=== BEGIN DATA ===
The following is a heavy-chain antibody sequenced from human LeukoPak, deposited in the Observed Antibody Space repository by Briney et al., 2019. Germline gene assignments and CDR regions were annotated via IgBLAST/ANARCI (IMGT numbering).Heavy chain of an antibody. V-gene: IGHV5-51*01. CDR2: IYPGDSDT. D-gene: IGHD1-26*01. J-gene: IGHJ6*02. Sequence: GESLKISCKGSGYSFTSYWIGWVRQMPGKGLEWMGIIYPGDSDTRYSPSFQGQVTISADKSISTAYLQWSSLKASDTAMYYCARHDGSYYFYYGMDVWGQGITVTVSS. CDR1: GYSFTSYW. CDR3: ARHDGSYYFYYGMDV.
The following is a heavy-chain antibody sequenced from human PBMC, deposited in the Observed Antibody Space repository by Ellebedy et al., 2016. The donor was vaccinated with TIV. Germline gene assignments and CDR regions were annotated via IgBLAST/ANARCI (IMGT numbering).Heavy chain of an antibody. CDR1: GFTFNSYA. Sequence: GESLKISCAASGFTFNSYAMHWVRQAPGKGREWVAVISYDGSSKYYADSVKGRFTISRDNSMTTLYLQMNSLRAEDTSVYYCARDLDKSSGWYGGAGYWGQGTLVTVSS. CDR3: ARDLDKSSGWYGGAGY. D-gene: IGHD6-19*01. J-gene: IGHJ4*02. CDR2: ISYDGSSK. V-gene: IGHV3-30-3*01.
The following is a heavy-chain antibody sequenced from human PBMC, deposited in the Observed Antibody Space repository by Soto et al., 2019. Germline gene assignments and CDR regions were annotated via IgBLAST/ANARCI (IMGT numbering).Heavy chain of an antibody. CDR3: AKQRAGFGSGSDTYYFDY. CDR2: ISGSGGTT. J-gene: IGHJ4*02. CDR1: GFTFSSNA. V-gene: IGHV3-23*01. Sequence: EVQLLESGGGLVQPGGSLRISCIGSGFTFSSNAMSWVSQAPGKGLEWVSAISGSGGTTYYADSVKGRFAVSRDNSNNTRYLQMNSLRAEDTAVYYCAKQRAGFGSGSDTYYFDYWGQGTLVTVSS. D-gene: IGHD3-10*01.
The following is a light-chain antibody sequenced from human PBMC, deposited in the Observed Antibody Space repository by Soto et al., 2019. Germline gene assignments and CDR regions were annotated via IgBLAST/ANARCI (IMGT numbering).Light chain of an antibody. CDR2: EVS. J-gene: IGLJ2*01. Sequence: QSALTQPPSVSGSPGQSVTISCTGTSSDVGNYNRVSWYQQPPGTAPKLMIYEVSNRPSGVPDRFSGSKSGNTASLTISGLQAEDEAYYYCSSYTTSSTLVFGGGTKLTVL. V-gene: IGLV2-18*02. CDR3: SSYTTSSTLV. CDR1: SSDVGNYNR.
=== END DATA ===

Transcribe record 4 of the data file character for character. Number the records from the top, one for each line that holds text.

The following is a light-chain antibody sequenced from human PBMC, deposited in the Observed Antibody Space repository by Soto et al., 2019. Germline gene assignments and CDR regions were annotated via IgBLAST/ANARCI (IMGT numbering).Light chain of an antibody. CDR2: EVS. J-gene: IGLJ2*01. Sequence: QSALTQPPSVSGSPGQSVTISCTGTSSDVGNYNRVSWYQQPPGTAPKLMIYEVSNRPSGVPDRFSGSKSGNTASLTISGLQAEDEAYYYCSSYTTSSTLVFGGGTKLTVL. V-gene: IGLV2-18*02. CDR3: SSYTTSSTLV. CDR1: SSDVGNYNR.